I remember the day of Naavre’s birth in snippets of scene.
The morning walk with Mojo, when I felt that this would be the day.
Caleb’s call, saying he had a feeling to get in touch with us today, and wondering if we could use some help.
Caleb helping Santi with a model of of planets. “I remember,” Santi said. “It was way far!”
“I bet it was,” Caleb said.
Xirra stopping by.
“It’s time,” she said. “Are you ready? This little one is ready!”
Xirra’s laughter. Though she was an experienced doula, and well-acquainted with a mother’s pain, she laughed so much.
“It kinda hurts,” I said, through clenched teeth. And she laughed more.
“I’m not laughing at you,” she explained. “I’m not even laughing with you! I’m just laughing! I’m so happy! I can’t help it. I’m sorry! I’m not. I’m happy!”
Xirra can be so infuriating.
My screaming. I don’t remember the pain, thank heavens. I guess our mind-body protects us from that, glossing it over, to keep the memory of the day one of joy. But the screams. I remember them.
Sept’s back rubs. His thumbs, pressing into the pressure points along my shoulders took away the pain, even if only for a moment.
“It still hurts.”
“Why are you laughing?”
“I’m so happy.”
“See?” Xirra said. They weren’t helping.
“What next? Mallory OK? Why baby inside? Hurt?”
And Xirra’s patient answers in Vingihoplo, explaining anatomy and the birth process in a way that Santi could understand, even the biology lesson was a little bit shocking.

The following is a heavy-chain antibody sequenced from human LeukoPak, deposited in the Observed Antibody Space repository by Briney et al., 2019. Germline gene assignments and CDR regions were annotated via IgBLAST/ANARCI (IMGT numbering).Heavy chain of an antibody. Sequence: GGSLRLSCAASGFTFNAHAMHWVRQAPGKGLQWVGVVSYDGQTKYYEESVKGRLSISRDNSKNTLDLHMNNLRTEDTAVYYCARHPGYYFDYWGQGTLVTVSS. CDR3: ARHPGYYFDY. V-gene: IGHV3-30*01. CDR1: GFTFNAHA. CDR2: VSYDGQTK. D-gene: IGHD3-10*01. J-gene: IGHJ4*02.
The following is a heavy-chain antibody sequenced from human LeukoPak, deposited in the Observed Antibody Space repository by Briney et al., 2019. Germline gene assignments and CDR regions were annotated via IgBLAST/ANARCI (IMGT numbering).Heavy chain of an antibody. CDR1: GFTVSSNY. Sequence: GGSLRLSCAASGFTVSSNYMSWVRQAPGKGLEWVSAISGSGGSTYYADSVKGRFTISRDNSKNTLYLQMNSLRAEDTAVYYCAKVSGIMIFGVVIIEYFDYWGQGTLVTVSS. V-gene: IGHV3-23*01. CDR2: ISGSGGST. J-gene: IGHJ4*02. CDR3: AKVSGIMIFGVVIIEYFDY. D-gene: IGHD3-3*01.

My water breaking, and the undeniable urge to push.
“It’s time! Oh, God! Fuck!”
“Sanghi, moMallory!” Santi said.
And then the birth. I stood. I squatted. I panted.
“You’re fine!” Xirra said. “You’re doing great.”
“Fuck, Sept!” I yelled.
“You’re beautiful, byu!”
“Screw it ALL!”
And then, with a final push, the baby in my arms. Naavre. All gifts.
He was beautiful. We dressed him in the suit Xirra brought, to help support his tiny heart, liver, and lungs in this dry environment.
Waves of love came from him, like when he was inside of me, but stronger now, amplified by his eyes and his tiny cries.
And Sept. Sept’s joy.
“EOo inna-inna EOo.”
“I have a son; this son has a father,” he said, over and over.
And that was when life changed, yet again, and suddenly, everything seemed to matter so very much, this planet, the rebellion, the riots–all of it. Everything was real, and everything mattered.
That was the day of Naavre’s birth.